How to Treat Deep Pockets: Gum Disease
When it comes to dental health, the first risk that comes to many people’s minds is tooth decay. However, the most common dental problem among adults is actually gum disease. While most cases of gum disease are mild and present no immediate danger, it is possible for the infection to spread further into the gums and roots of teeth, leading to decay and tissue loss.
If disease has formed pockets of bacteria within gums, the gums should be cleaned and refitted against teeth before additional complications arise. For our patients in Brooklyn and the surrounding areas, we offer pocket reduction treatment as a way to stop gum disease in its tracks.
How Do Pockets Form within the Gums?
Gum disease, initially seen as gingivitis, is simply an inflammation of the gums. Initially, this causes gum tissue to become reddened, swollen, or sensitive. As gingivitis progresses, it can cause gums to recede or pull away from the teeth, allowing bacteria to gather in this space. Similar to how plaque forms on teeth, it can find its way under the loosened gums, causing infection to spread and the space to grow deeper. Eventually, empty “pockets” form under the gums, allowing bacteria to grow where a toothbrush cannot reach.
These infected pockets are not only symptoms of advanced gum disease, but they also pose additional risks. The roots of teeth can become infected, leading to decay and the possible need for root canal treatment. Surrounding bone tissue can also decay from disease, loosening teeth and ultimately requiring their extraction. At this point, gingivitis has led to periodontitis, which brings additional health risks and dental complications.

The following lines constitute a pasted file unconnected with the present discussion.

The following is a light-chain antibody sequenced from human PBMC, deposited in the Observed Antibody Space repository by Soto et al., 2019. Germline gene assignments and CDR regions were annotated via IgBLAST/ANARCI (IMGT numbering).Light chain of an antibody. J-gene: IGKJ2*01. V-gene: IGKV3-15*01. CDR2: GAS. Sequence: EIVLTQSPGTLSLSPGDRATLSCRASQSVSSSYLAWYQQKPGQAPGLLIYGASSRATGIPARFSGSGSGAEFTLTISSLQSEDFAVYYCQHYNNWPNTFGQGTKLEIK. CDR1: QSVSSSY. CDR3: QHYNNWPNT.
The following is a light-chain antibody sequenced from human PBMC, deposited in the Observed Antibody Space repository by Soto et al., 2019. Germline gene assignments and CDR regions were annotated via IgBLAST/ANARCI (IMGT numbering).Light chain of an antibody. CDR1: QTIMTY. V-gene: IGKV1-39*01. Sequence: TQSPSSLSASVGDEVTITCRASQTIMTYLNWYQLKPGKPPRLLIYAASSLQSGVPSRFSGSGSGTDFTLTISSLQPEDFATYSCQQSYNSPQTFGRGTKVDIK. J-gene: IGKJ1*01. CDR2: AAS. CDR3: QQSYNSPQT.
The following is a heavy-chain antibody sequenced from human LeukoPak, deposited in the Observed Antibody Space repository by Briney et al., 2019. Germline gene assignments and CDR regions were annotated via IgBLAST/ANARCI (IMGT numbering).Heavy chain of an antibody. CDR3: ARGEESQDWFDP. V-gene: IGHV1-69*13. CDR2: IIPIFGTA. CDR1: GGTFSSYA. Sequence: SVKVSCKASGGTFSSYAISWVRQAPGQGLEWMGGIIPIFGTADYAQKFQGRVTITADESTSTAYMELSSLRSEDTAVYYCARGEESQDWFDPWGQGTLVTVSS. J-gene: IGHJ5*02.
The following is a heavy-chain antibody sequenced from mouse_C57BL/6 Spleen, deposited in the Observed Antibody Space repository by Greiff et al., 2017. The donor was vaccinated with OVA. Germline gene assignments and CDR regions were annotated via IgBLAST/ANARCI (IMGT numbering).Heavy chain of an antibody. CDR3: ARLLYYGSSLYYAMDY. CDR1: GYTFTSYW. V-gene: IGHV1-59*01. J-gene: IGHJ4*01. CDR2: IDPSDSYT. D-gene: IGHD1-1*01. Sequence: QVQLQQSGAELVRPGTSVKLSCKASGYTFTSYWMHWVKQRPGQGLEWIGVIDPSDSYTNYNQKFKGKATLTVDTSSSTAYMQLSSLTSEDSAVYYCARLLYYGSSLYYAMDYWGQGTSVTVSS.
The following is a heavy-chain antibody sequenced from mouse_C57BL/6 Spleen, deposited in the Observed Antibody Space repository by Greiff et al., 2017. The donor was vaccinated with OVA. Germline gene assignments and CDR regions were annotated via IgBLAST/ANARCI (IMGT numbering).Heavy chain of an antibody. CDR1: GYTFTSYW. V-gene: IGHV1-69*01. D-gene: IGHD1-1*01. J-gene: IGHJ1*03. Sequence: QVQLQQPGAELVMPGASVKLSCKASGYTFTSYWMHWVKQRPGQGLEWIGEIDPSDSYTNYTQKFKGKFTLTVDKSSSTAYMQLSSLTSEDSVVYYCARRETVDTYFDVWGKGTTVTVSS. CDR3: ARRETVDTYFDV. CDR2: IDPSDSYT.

Reducing Pockets of Gum Disease
If you believe you may suffer from gum disease, consult your dentist or periodontist. For most patients, gingivitis can be controlled through at-home hygiene and responsible dental care. Patients who show symptoms of more advanced gum disease, however, may require professional treatment. By measuring the depth of pockets beneath the gums, your cosmetic dentist can determine whether infection can be addressed through a minimally invasive deep cleaning, or if flap surgery is required.
For flap surgery, also called pocket reduction surgery, you can expect the following at our office:
- You will be administered local anesthesia to limit discomfort, sometimes also coupled with a sedative, at Dr. Stanislaus’ and your discretion.
- Gum tissue will be lifted back and away from the gums, allowing access to deep pockets of infection.
- Plaque and tartar will be removed from teeth and gums. Antibiotics may also be used to prevent future infection.
- Roots of teeth will be made smooth. This discourages bacteria from adhering to any rough spots, while also helping gums to heal and reattach after treatment.
- The gums will be sutured in place and left to heal around teeth.
After flap surgery, signs of infection should be significantly reduced. With proper hygiene and preventative care, gum disease can be controlled or removed altogether.
Keep Gum Disease In Check
In order to prevent the spread of gum disease and the subsequent need for treatment, it’s important to maintain good dental habits - both at home and through routine professional check-ups. Here are some basic guidelines for keeping your gums and teeth healthy:
- Brush twice daily with fluoride toothpaste
- Floss daily
- Use an ADA approved mouthwash
- Drink plenty of water to rinse teeth and gums
- Stop any tobacco use
- Schedule routine professional cleanings
- Control any illnesses that increase the risk of infection (e.g., diabetes)
Schedule an Appointment with Us
Whether you require treatment for gum disease or want a routine hygiene cleaning, we are eager to assist you in all matters concerning your dental health. Contact our office to schedule an appointment or to inquire about any of our cosmetic, restorative, and general dentistry services.